Ghostbusters' Egon: Harold Ramis Dead At 69
Actor, writer and director Harold Ramis, best known for his work on hit comedy films such as Ghostbusters, Groundhog Day and Caddyshack, has died aged 69.
Ramis, who had been suffering from a rare illness for the past four years, was with family and friends at his Chicago home when he died on Monday morning.
The comedy star had been battling complications stemming from auto-immune inflammatory vasculitis, a rare blood vessel disorder, according to a spokesman for his representatives at the United Talent Agency in Los Angeles.
Ramis shot to fame in 1984 when he teamed up with Chicago improv pals Dan Aykroyd and Bill Murray to write and star in Ghostbusters.
The film, in which Ramis portrayed Dr Egon Spengler, still ranks among the top 25 grossing comedies of all time.
Aykroyd was among the first to pay tribute, saying he was "deeply saddened to hear of the passing of my brilliant, gifted, funny friend ... May he now get the answers he was always seeking."
Bill Murray said in Time Magazine: "Harold Ramis and I together did the National Lampoon Show off Broadway, Meatballs, Stripes, Caddyshack, Ghostbusters and Groundhog Day. He earned his keep on this planet. God bless him."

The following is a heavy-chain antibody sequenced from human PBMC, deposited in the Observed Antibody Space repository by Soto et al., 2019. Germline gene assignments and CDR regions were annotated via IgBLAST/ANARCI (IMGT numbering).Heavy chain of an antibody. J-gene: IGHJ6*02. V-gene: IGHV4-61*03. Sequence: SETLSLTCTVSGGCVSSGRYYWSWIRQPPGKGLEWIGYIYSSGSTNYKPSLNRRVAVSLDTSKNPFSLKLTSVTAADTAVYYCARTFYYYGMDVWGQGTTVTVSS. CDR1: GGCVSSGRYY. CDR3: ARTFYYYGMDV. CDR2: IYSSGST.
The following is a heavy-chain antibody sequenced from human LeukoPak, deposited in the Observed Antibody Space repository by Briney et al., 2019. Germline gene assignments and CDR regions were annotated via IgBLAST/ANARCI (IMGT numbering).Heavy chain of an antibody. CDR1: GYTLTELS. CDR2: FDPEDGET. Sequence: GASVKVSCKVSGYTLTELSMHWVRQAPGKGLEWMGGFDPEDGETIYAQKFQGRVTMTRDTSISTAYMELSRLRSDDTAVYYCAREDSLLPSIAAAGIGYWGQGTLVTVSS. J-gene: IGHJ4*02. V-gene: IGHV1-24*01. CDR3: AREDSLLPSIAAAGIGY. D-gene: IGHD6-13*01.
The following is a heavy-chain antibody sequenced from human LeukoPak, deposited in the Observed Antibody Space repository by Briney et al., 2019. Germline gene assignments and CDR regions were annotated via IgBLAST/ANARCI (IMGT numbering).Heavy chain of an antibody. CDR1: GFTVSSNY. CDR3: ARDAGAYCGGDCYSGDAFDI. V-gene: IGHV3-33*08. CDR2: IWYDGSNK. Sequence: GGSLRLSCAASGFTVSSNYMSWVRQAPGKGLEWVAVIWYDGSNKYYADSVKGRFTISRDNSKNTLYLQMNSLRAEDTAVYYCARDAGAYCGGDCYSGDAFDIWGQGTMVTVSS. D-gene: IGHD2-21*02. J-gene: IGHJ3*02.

Ramis got his start in 1969 at Chicago's famed Second City improvisational theatre troupe, while still employed as associate editor at Playboy Magazine.
His first big break came when he helped write the iconic 1978 comedy National Lampoon's Animal House, starring the late John Belushi.
He went on to achieve success with other comedy hits, including Stripes, Caddyshack, Groundhog Day and Analyze This.
Ramis' most recent film, Year One, starring Jack Black and Michael Cera, was released in 2009.
"His creativity, compassion, intelligence, humour and spirit will be missed by all who knew and loved him," read a statement from United Talent.
Other tributes to the comedy legend have been pouring in on social media.
Family Guy creator Seth MacFarlane tweeted: "Harold Ramis was a brilliant, shining example for every comedy writer hoping to achieve excellence in the field. He will be sorely missed."
Actor John Cusack wrote in a tweet: "Harold was a master - a gentle wry subverter and as decent honest and kind a director as I've ever worked with - so sad."
Steve Martin said: "So sorry to hear about the death of Harold Ramis, a comedy master."
Ramis is survived by his wife Erica, the couple's three children and two grandchildren.
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